Facts you should consider before starting your treatment for suspected trichomonas…
- If you’ve been exposed to trichomonas, you could have also been exposed to other STDs, like Chlamydia. Gonorrhea, HIV, syphilis or Hepatitis, which require separate treatment – and if left untreated, can cause serious complications, including infertility and death.
- The treatment you’re about to receive for trichomonas does not treat gonorrhea or other STDs. We can order testing for some STDs and help you find evaluation and treatment for other STDs. All you have to do is let us know.
- People who receive treatment for a potential/suspected sexually transmitted infection don’t always actually have it. Taking medication if you do not in fact have an infection can be dangerous, because if you do contract an infection in the future, your body will have developed resistance to treatment.
- Avoid all sexual activity for at least one week after treatment (and if you have symptoms, until your symptoms have resolved).
- Complete the entire course of the antibiotics you were prescribed. Taking a partial course can result in partial treatment of your infection!
- Contact your sexual partner(s) so they can be treated
- For women, it is crucial to get tested for trichomonas 2 weeks after treatment to make sure that you’ve gotten the right treatment.
See a doctor in person if…
- You experience high fever, moderate to severe abdominal pain, or persistent vomiting.
Check-in with K Health if…
- You decide you want testing for STDs
- Your develop symptoms of STDs (as described above)
- Your symptoms improve but do not completely resolve as this could be a sign of a partially treated infection. In this case your doctor may want to adjust your treatment or order further testing.
What is trichomoniasis?
Trichomoniasis is a very common sexually transmitted disease (STD), and in the United States, about 3.7 million people are infected with it. Many people are infected but are asymptomatic. Trichomoniasis is caused by a tiny parasite called Trichomonas vaginalis (TV). You can catch it through genital contact. Infection is more common in women than in men. In women, the lower genital tract (vulva, vagina, cervix, and urethra) are the parts most affected. In men, it’s the inside of the penis (urethra).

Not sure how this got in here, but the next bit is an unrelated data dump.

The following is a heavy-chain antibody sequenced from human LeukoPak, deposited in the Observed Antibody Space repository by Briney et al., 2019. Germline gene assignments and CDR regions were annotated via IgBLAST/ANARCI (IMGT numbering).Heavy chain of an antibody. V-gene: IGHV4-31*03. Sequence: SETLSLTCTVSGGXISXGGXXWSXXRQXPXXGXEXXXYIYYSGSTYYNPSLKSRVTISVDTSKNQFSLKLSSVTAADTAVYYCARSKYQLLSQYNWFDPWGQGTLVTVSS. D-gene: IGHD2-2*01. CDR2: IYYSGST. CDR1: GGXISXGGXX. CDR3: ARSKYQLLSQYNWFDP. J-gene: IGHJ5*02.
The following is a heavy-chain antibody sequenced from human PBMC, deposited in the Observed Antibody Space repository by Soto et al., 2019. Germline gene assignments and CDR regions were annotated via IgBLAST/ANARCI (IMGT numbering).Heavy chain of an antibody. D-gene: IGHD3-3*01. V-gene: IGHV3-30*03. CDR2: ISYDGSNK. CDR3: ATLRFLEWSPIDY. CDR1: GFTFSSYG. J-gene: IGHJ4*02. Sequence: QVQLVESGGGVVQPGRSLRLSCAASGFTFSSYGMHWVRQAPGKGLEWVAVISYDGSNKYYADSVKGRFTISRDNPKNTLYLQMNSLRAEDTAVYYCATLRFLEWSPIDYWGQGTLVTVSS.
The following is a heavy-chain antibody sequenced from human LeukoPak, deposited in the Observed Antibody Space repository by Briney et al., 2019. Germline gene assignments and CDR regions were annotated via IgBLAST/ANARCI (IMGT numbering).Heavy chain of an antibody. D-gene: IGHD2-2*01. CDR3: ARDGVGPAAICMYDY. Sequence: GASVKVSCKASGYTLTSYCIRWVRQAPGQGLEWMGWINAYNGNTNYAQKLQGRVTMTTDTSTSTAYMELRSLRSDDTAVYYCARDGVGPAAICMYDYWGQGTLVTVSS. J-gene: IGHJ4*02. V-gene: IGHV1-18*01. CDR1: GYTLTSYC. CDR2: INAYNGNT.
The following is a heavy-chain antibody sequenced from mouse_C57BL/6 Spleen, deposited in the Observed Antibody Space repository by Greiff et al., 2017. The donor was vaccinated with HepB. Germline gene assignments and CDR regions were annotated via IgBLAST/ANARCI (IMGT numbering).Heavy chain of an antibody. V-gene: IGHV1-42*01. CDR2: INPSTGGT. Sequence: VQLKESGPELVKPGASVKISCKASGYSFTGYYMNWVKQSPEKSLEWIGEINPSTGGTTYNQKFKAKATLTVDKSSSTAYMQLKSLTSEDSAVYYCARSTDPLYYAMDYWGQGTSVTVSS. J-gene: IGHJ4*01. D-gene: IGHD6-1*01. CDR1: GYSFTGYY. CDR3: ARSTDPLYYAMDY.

Why testing is key
If you’re sexually active, you should consider STD testing an important part of your overall health plan. STDs are common and contagious, but sometimes asymptomatic— meaning you can contract an STD and pass it to others without even realizing it. If left untreated, STDs can cause long-term health consequences for both patients and their sexual partners, which is why early detection and treatment are critical.
STD prevention & safe sex
There are many definitions of safe sex. Some define it as sexual contact in which bodily fluids like blood, semen, or vaginal fluids are not exchanged. Others define it as sexual contact between two monogamous partners who have both been tested for STDs and found negative. A more general understanding of safe sex is sex using a barrier method of protection against STDs and unplanned pregnancy.
Some sexual health professionals prefer the term “safer sex,” to “safe sex,” as all sex carries some risk – whether it’s of infection or pregnancy – even if precautions are taken. While there is no guaranteed way to avoid STDs without abstaining from sexual contact, here are some guidelines for safer sex that offer maximum protection against STDs and unwanted pregnancy.
K Health articles are all written and reviewed by MDs, PhDs, NPs, or PharmDs and are for informational purposes only. This information does not constitute and should not be relied on for professional medical advice. Always talk to your doctor about the risks and benefits of any treatment.